Here is an oldie but goodie from last July. A year has gone by. Progress is slow. Jesus have mercy on me.
The human being has a terrible fear of uncertainty.
I know I do. Since I was a child, my introspection, obsessiveness, and anxiety have convinced me that I cannot trust in myself. I cannot be confident about my opinions of myself. I cannot be confident that I am seeing reality in the right way.
Yet I have to judge. I have to act. I have to live my life and attend to my responsibilities. Even in my present, convalescent environment, with external pressures kept to a minimum and reliance on simple routine, still I am a man, a husband, a father, a companion to my wife and an example to my children, and--to the degree that I am able--a help to others. I still must work. Every day, I work on myself. I work on the healing process. I work on projects in the struggle to keep my profession alive.
Yet I often do not feel grounded. For many years, I attempted to trust in a kind of "Christian ideology." I attempted to impose a conception of what was "necessary to be a good Catholic" on the awful ambiguity of my life. It required a fair amount of rationalizing, interpreting, and good old fashioned fibbing to stuff the mess of my life inside this box so that it would not haunt my sense of self-confidence. Alongside of this, of course, God was at work, I was praying, seeking Him, and genuinely desiring (in however wobbly a fashion) to do His will and to trust in Him. Yet the ultimate uncertainty of my ideas constantly undermined my confidence.
Illness has forced me to face the need to rely on other people. What a relief it would be to abandon my freedom to their judgment. There is the temptation here to trust in other people's coherence, as if the reason why I follow the guidance of my wife, my doctors, my friends and my spiritual director is because they "have it all together" and I don't. But this kind of trust doesn't hold up either, because it is clear enough--sooner or later--that they are weak human beings too, with flaws and limitations and failures of judgment.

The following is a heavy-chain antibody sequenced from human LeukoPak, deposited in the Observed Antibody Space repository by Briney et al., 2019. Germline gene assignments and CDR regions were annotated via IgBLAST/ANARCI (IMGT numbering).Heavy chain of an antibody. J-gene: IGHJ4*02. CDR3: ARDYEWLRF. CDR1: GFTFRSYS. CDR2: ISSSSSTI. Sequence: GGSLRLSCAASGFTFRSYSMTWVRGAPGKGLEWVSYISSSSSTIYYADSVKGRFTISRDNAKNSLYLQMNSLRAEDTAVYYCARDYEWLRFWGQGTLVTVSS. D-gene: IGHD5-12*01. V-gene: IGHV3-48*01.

I have to trust in Jesus. This, for me, is not only a spiritual but also a psychological necessity. I am grounded in Jesus. I cry out to Him and beg for that certainty, and to keep my life centered on Him. In the Church He lives as a Presence for me now: as a way, as gestures, as a companionship. And other persons are given to me by Him to help me to insert myself into that life. It is He who works through them. It is because of His love for me that I can trust them. Even if we make a mistake, I can trust that He is behind us to catch us.
Look at this great mystery: marriage. Eileen and I do help each other and together we carry out the task of shaping an environment in which our children are growing. It's not because we are coherent. It's because marriage is a sacrament. It's grounded in Him. From here, it becomes possible to perceive that my relationships with my other companions are grounded in Him, in the communion of saints; that my relationship with every human person is grounded in Him who is the Savior of the world; that my relationship with reality is grounded in Him who is Lord of all creation.
Beyond any pathological condition, there is that radical anxiety, that radical fear of uncertainty, that afflicts us all. The healing we all need comes from Jesus. This is why He says, "believe in me."